User avatar
Feb 3rd 16 6:06 am
Vendor Member
Posts: 3139
Joined: Aug 28th 12 12:12 pm
Location: Hong Kong

Re: Thoughts on this tetsubin?

by jayinhk » Feb 3rd 16 6:06 am

So Hojo stated that the Fe3O4 is what makes a difference with tetsubin:

"Once casting is completed, the iron kettle is baked in charcoal fire. The charcoal fire is burning with less oxygen and it generates carbon monoxide and takes away the oxygen from the surface of iron. The fire reduces iron from Fe3+ into Fe2+. In other word, the surface of iron kettle is activated. Without this process, cast iron kettle is nothing but kettle. It does not really change the taste of water and tea. As a result of this process, the internal surface of kettle becomes blue-gray color. This is the typical color of activated/reduced iron."

I told the seller I'd be rejecting the package on arrival so it would go back to him (not her) since it isn't an antique and isn't a kettle.

User avatar
Feb 3rd 16 1:16 pm
Posts: 764
Joined: May 2nd 10 6:03 am
Location: Shaker Heights, Ohio USA

Re: Thoughts on this tetsubin?

by BioHorn » Feb 3rd 16 1:16 pm

jayinhk wrote:So Hojo stated that the Fe3O4 is what makes a difference with tetsubin:

"Once casting is completed, the iron kettle is baked in charcoal fire. The charcoal fire is burning with less oxygen and it generates carbon monoxide and takes away the oxygen from the surface of iron. The fire reduces iron from Fe3+ into Fe2+. In other word, the surface of iron kettle is activated. Without this process, cast iron kettle is nothing but kettle. It does not really change the taste of water and tea. As a result of this process, the internal surface of kettle becomes blue-gray color. This is the typical color of activated/reduced iron."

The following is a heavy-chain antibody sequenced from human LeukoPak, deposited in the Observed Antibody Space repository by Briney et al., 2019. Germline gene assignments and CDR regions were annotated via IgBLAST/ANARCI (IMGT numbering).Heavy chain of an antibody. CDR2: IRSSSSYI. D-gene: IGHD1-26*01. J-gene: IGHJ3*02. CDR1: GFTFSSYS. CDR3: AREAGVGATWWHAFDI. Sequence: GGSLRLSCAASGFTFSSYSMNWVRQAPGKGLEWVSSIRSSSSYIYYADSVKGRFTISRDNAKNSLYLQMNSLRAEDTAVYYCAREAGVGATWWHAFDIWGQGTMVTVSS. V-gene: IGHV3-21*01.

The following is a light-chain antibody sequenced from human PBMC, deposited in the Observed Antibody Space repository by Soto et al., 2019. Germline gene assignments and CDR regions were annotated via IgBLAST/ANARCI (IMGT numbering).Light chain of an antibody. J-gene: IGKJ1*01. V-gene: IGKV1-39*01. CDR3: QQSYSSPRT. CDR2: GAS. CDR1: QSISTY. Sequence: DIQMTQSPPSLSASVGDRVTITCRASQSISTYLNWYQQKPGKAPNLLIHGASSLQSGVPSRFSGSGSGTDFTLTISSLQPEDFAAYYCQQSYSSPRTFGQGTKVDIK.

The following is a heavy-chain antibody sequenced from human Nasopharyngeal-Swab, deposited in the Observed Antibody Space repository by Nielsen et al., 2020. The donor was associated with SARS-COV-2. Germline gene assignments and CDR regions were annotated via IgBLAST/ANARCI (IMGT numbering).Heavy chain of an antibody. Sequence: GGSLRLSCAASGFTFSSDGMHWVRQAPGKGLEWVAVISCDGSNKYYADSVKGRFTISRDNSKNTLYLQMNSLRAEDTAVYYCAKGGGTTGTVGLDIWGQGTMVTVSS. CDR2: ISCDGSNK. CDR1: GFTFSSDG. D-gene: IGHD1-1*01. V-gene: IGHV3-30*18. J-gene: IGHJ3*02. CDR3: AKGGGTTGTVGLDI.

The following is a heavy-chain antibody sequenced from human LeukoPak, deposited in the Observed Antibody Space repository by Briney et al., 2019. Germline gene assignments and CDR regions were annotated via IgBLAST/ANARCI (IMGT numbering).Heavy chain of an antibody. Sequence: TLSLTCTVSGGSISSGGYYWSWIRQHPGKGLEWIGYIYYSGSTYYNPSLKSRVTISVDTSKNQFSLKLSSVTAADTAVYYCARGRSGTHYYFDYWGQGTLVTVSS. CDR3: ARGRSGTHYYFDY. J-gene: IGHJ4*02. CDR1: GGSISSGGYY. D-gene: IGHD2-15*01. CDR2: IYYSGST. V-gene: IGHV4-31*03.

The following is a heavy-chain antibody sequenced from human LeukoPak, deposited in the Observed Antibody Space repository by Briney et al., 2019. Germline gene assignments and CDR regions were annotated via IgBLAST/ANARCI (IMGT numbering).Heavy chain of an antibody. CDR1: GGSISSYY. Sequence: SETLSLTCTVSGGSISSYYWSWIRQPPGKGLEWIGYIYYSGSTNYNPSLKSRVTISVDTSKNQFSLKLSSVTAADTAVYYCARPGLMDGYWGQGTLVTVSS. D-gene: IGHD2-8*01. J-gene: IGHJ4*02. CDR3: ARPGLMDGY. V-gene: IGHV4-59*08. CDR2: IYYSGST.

I told the seller I'd be rejecting the package on arrival so it would go back to him (not her) since it isn't an antique and isn't a kettle.
I looked it up on Wiki. It appears to basically be bluing to reduce rust. If a chemist wants to chime in their contribution would be appreciated!

Link:
https://en.m.wikipedia.org/wiki/Bluing_(steel)


I am pretty sure the bluing on my tetsubin is long gone. Also since the interior becomes coated with minerals, I bet the taste of water from a tetsubin may change over time.

User avatar
Feb 3rd 16 3:07 pm
Vendor Member
Posts: 3139
Joined: Aug 28th 12 12:12 pm
Location: Hong Kong

Re: Thoughts on this tetsubin?

by jayinhk » Feb 3rd 16 3:07 pm

Yes, I Wiki'd it too. The only bluing I am familiar with otherwise is on firearms, so I found that rather interesting!

How's the interior of your tetsu? Rusty at all?